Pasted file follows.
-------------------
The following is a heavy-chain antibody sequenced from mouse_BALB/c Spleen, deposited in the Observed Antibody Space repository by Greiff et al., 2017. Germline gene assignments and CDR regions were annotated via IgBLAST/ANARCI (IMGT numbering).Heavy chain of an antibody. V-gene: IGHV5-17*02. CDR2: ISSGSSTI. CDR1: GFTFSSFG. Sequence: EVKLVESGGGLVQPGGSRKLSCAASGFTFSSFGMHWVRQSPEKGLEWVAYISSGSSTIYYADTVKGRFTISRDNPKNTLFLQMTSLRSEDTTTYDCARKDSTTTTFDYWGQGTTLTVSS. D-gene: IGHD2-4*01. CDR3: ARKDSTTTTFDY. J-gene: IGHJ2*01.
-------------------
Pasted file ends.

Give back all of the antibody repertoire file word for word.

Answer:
The following is a heavy-chain antibody sequenced from mouse_BALB/c Spleen, deposited in the Observed Antibody Space repository by Greiff et al., 2017. Germline gene assignments and CDR regions were annotated via IgBLAST/ANARCI (IMGT numbering).Heavy chain of an antibody. V-gene: IGHV5-17*02. CDR2: ISSGSSTI. CDR1: GFTFSSFG. Sequence: EVKLVESGGGLVQPGGSRKLSCAASGFTFSSFGMHWVRQSPEKGLEWVAYISSGSSTIYYADTVKGRFTISRDNPKNTLFLQMTSLRSEDTTTYDCARKDSTTTTFDYWGQGTTLTVSS. D-gene: IGHD2-4*01. CDR3: ARKDSTTTTFDY. J-gene: IGHJ2*01.